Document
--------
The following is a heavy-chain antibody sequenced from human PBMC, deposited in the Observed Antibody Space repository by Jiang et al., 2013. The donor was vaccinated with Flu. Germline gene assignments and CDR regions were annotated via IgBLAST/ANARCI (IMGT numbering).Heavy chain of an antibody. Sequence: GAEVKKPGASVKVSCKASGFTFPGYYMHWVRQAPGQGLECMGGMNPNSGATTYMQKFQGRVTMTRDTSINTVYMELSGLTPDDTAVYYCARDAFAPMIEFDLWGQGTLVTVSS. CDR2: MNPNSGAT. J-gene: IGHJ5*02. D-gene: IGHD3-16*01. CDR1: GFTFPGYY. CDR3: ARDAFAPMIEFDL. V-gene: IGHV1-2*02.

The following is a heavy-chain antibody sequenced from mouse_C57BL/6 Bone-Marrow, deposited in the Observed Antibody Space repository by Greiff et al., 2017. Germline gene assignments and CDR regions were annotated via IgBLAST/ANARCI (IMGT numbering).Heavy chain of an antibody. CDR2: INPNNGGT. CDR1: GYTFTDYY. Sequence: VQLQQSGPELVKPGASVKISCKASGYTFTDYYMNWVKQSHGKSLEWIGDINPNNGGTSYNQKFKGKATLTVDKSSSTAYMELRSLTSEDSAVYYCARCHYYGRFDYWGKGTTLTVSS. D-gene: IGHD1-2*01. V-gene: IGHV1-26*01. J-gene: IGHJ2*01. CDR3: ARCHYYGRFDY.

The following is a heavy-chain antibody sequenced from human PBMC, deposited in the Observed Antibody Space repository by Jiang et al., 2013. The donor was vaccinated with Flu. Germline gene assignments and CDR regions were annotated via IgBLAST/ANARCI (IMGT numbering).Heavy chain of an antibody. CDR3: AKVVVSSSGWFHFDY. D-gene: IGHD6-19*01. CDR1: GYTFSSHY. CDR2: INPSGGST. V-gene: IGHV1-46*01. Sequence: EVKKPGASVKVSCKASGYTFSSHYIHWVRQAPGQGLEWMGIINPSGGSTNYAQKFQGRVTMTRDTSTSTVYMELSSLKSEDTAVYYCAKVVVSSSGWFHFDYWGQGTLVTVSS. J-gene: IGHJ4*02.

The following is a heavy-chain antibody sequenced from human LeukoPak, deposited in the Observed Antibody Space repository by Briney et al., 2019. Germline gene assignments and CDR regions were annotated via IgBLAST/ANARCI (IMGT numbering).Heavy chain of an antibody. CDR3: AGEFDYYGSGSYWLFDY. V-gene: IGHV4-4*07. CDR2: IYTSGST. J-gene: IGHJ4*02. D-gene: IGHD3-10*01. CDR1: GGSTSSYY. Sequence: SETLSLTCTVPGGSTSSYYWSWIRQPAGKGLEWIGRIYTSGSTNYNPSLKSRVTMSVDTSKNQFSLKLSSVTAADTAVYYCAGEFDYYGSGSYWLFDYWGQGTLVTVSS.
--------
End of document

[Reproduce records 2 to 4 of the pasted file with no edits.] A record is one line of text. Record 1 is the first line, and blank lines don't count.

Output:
The following is a heavy-chain antibody sequenced from mouse_C57BL/6 Bone-Marrow, deposited in the Observed Antibody Space repository by Greiff et al., 2017. Germline gene assignments and CDR regions were annotated via IgBLAST/ANARCI (IMGT numbering).Heavy chain of an antibody. CDR2: INPNNGGT. CDR1: GYTFTDYY. Sequence: VQLQQSGPELVKPGASVKISCKASGYTFTDYYMNWVKQSHGKSLEWIGDINPNNGGTSYNQKFKGKATLTVDKSSSTAYMELRSLTSEDSAVYYCARCHYYGRFDYWGKGTTLTVSS. D-gene: IGHD1-2*01. V-gene: IGHV1-26*01. J-gene: IGHJ2*01. CDR3: ARCHYYGRFDY.

The following is a heavy-chain antibody sequenced from human PBMC, deposited in the Observed Antibody Space repository by Jiang et al., 2013. The donor was vaccinated with Flu. Germline gene assignments and CDR regions were annotated via IgBLAST/ANARCI (IMGT numbering).Heavy chain of an antibody. CDR3: AKVVVSSSGWFHFDY. D-gene: IGHD6-19*01. CDR1: GYTFSSHY. CDR2: INPSGGST. V-gene: IGHV1-46*01. Sequence: EVKKPGASVKVSCKASGYTFSSHYIHWVRQAPGQGLEWMGIINPSGGSTNYAQKFQGRVTMTRDTSTSTVYMELSSLKSEDTAVYYCAKVVVSSSGWFHFDYWGQGTLVTVSS. J-gene: IGHJ4*02.

The following is a heavy-chain antibody sequenced from human LeukoPak, deposited in the Observed Antibody Space repository by Briney et al., 2019. Germline gene assignments and CDR regions were annotated via IgBLAST/ANARCI (IMGT numbering).Heavy chain of an antibody. CDR3: AGEFDYYGSGSYWLFDY. V-gene: IGHV4-4*07. CDR2: IYTSGST. J-gene: IGHJ4*02. D-gene: IGHD3-10*01. CDR1: GGSTSSYY. Sequence: SETLSLTCTVPGGSTSSYYWSWIRQPAGKGLEWIGRIYTSGSTNYNPSLKSRVTMSVDTSKNQFSLKLSSVTAADTAVYYCAGEFDYYGSGSYWLFDYWGQGTLVTVSS.